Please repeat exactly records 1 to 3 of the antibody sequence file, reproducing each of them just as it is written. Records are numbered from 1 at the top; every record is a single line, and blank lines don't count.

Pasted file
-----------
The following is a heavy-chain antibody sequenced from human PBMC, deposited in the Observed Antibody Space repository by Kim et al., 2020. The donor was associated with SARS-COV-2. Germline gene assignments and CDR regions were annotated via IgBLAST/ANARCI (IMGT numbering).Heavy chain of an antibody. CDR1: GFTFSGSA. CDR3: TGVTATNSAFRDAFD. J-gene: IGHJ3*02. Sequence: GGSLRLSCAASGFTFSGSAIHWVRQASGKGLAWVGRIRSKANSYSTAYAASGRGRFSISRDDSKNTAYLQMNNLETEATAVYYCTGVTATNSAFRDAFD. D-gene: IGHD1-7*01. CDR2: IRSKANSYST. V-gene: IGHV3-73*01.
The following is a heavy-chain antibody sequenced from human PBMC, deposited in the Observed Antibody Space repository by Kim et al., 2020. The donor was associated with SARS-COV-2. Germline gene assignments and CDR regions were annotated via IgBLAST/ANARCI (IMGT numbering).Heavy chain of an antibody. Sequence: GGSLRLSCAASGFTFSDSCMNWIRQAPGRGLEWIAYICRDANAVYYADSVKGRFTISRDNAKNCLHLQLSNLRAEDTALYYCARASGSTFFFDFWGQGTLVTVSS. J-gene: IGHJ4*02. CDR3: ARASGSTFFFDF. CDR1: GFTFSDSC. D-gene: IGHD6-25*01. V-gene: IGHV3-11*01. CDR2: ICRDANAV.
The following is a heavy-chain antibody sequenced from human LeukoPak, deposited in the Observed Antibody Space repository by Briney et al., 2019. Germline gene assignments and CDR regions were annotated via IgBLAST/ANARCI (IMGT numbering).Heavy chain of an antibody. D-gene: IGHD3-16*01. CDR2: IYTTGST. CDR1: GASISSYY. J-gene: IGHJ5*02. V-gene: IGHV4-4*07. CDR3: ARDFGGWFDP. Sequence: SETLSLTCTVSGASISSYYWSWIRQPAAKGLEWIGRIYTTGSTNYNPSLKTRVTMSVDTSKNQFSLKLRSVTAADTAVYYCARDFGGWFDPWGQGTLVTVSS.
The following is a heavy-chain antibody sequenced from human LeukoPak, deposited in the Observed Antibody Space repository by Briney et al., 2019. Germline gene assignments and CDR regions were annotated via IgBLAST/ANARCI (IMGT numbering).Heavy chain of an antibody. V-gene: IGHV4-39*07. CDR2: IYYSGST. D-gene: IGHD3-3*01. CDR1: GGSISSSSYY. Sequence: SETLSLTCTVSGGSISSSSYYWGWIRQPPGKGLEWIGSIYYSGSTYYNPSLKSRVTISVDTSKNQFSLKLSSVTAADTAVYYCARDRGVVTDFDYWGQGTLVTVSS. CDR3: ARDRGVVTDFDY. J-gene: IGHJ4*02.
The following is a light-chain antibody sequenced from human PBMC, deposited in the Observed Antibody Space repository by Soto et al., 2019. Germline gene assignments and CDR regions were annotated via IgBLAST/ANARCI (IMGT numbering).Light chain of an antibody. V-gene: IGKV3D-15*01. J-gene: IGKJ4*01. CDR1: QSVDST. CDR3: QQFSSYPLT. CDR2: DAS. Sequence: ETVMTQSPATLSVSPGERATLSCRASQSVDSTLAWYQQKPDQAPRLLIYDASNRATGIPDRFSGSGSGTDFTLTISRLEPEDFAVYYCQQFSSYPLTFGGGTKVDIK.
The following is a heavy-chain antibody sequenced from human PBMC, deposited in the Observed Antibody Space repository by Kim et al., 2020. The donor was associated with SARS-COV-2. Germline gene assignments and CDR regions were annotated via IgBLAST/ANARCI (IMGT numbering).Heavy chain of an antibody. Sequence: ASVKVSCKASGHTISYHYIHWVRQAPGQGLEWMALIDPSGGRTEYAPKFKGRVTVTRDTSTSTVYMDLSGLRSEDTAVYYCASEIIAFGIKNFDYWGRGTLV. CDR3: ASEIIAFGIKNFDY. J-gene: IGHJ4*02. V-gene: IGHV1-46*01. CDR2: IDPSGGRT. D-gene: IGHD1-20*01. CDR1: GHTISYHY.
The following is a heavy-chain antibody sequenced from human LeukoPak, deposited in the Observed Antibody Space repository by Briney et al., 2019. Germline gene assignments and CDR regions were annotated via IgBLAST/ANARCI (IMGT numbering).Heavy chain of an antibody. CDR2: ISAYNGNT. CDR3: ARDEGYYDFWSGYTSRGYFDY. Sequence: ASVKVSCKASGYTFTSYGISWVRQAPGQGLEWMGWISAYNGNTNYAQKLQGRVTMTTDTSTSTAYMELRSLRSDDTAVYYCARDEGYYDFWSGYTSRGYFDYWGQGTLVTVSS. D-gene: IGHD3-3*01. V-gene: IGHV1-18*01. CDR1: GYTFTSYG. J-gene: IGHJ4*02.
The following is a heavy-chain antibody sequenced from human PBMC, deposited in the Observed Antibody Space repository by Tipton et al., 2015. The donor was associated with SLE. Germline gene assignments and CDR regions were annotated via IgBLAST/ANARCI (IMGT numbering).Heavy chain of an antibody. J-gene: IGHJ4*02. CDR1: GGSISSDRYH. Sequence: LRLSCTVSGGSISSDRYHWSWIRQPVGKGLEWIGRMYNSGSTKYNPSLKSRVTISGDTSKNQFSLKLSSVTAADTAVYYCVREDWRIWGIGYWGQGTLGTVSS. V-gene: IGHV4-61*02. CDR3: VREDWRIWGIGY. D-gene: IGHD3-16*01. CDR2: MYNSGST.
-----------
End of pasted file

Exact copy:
The following is a heavy-chain antibody sequenced from human PBMC, deposited in the Observed Antibody Space repository by Kim et al., 2020. The donor was associated with SARS-COV-2. Germline gene assignments and CDR regions were annotated via IgBLAST/ANARCI (IMGT numbering).Heavy chain of an antibody. CDR1: GFTFSGSA. CDR3: TGVTATNSAFRDAFD. J-gene: IGHJ3*02. Sequence: GGSLRLSCAASGFTFSGSAIHWVRQASGKGLAWVGRIRSKANSYSTAYAASGRGRFSISRDDSKNTAYLQMNNLETEATAVYYCTGVTATNSAFRDAFD. D-gene: IGHD1-7*01. CDR2: IRSKANSYST. V-gene: IGHV3-73*01.
The following is a heavy-chain antibody sequenced from human PBMC, deposited in the Observed Antibody Space repository by Kim et al., 2020. The donor was associated with SARS-COV-2. Germline gene assignments and CDR regions were annotated via IgBLAST/ANARCI (IMGT numbering).Heavy chain of an antibody. Sequence: GGSLRLSCAASGFTFSDSCMNWIRQAPGRGLEWIAYICRDANAVYYADSVKGRFTISRDNAKNCLHLQLSNLRAEDTALYYCARASGSTFFFDFWGQGTLVTVSS. J-gene: IGHJ4*02. CDR3: ARASGSTFFFDF. CDR1: GFTFSDSC. D-gene: IGHD6-25*01. V-gene: IGHV3-11*01. CDR2: ICRDANAV.
The following is a heavy-chain antibody sequenced from human LeukoPak, deposited in the Observed Antibody Space repository by Briney et al., 2019. Germline gene assignments and CDR regions were annotated via IgBLAST/ANARCI (IMGT numbering).Heavy chain of an antibody. D-gene: IGHD3-16*01. CDR2: IYTTGST. CDR1: GASISSYY. J-gene: IGHJ5*02. V-gene: IGHV4-4*07. CDR3: ARDFGGWFDP. Sequence: SETLSLTCTVSGASISSYYWSWIRQPAAKGLEWIGRIYTTGSTNYNPSLKTRVTMSVDTSKNQFSLKLRSVTAADTAVYYCARDFGGWFDPWGQGTLVTVSS.